The rest of the program's first half was devoted to Sibelius' piece, with Chuanyun Li as soloist. Li was a child prodigy, and he has studied at the Juilliard School in New York with Dorothy Delay and Itzhak Perlman.
He presents an arresting appearance on stage and a transcendental technique on the violin, and he plays with great intensity, moving about as he plays. As the work progressed, Li's movements became more elaborate, resembling dance steps. I was struck by his frequent sliding from one musical phrase to another in the heat of his impassioned playing. Li gave his all to the articulation of melodies and the highlighting of rhythms in this concerto.
At the beginning, I was moved by Li's emotional intensity. But after a while, I found that he was pulling Sibelius' phrases out of shape for dramatic effect. The immediate effect was a distance between Li's free-wheeling solo playing and the restrained orchestral playing, under the capable conducting of Maestro Xincao Li, and the finales of the opening and closing movements had less than their possible dramatic effect.
But the strong applause of the audience stirred Li to play an encore. He started playing as fast as possible and dancing about. Later, he played with increasing intensity, along the way, using his violin to imitate animal noises. His dancing became so vigorous that he fell down on his back but leaped up and fiddled on with furious abandon. I was told later that this encore was described as "Romanian Pop Improv" with the title "Hora Staccato."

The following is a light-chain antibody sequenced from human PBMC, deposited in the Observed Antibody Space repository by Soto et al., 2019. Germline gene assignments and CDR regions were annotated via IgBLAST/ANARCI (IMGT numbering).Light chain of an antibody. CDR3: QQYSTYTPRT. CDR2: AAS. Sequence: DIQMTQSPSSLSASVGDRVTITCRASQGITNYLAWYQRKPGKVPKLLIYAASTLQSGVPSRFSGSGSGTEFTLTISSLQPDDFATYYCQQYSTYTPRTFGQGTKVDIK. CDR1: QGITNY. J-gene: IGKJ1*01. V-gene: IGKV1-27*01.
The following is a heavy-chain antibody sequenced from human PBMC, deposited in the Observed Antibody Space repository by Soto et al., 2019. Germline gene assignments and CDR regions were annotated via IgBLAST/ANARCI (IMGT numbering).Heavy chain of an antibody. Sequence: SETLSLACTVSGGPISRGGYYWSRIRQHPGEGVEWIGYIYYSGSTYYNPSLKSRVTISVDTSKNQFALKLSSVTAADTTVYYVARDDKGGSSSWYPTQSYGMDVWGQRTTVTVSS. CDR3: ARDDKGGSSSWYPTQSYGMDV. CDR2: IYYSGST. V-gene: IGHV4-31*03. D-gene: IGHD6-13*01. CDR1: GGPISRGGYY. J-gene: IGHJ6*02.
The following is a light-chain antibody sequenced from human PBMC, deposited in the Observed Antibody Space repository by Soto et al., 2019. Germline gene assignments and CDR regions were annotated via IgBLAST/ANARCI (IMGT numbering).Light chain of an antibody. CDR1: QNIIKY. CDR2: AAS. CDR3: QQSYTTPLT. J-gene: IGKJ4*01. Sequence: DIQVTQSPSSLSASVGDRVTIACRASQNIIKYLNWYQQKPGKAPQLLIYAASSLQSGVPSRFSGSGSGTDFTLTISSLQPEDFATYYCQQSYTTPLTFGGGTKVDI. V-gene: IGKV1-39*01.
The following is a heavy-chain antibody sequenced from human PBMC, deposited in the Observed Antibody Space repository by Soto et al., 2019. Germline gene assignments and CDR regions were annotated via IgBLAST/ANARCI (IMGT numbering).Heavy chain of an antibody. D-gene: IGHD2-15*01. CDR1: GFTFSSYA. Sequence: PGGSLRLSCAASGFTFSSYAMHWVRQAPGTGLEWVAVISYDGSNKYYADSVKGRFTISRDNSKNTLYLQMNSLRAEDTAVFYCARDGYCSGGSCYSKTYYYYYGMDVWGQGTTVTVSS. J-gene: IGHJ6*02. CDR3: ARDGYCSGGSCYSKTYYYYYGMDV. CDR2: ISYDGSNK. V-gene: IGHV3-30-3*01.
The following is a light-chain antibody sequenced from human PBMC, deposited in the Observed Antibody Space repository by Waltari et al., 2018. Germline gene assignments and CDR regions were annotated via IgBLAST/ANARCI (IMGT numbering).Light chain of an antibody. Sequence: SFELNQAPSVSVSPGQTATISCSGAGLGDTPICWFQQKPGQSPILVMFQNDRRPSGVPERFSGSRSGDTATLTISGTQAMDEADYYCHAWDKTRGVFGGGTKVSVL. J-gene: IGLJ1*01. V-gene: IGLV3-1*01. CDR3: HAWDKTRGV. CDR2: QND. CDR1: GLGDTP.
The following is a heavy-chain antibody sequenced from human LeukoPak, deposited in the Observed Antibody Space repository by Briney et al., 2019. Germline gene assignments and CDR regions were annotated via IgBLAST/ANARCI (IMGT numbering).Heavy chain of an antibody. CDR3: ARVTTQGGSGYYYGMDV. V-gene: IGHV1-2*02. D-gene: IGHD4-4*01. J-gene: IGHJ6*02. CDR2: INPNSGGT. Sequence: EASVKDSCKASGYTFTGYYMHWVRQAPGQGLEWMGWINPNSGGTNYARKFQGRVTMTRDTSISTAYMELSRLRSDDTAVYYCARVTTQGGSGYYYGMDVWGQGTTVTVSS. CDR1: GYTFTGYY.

Now, I am familiar with Grigoras Dinicu's "Hora Stacato," an encore piece championed by Jascha Heifetz, and taken up by all violinists some time ago. I found little resemblance between what Li played and the Dinicu piece. Nevertheless, many in the audience were strongly enthusiastic.
The major work on the program was the Strauss work, which demands the most strenuous efforts of both a conductor and the instrumentalists.
Xincao Li drew an emotionally moving and technically accomplished reading from the fine players of the China National Symphony Orchestra. The polished and brilliant playing by concertmaster Yunzhi Liu during the love scene section was a model of tasteful musicianship, and the conductor is to be commended for maintaining dramatic interest during the battle scene, which in some performances can go on too long.
The remarkable section in which Strauss quotes his own works as "The Hero's Work of Peace" was deeply moving, and the finale of this mighty work glowed with autumnal splendor. Liu called for bows for the concertmaster, first horn and the principal flutist and oboist, and the splendid playing of brass, winds, and strings were also enthusiastically applauded, with many in the audience standing, especially downstairs.
Liu responded to the applause by leading the strings of the orchestra in playing a delightful and tasteful version of a Chinese traditional folk song, "A Pleasant Evening."
The highly accomplished playing of the China National Symphony Orchestra suggests that classical music in China is in secure hands.
John Frayne hosts "Classics of the Phonograph" on Saturdays at WILL-FM and, in retirement, teaches at the University of Illinois. He can be reached at firstname.lastname@example.org.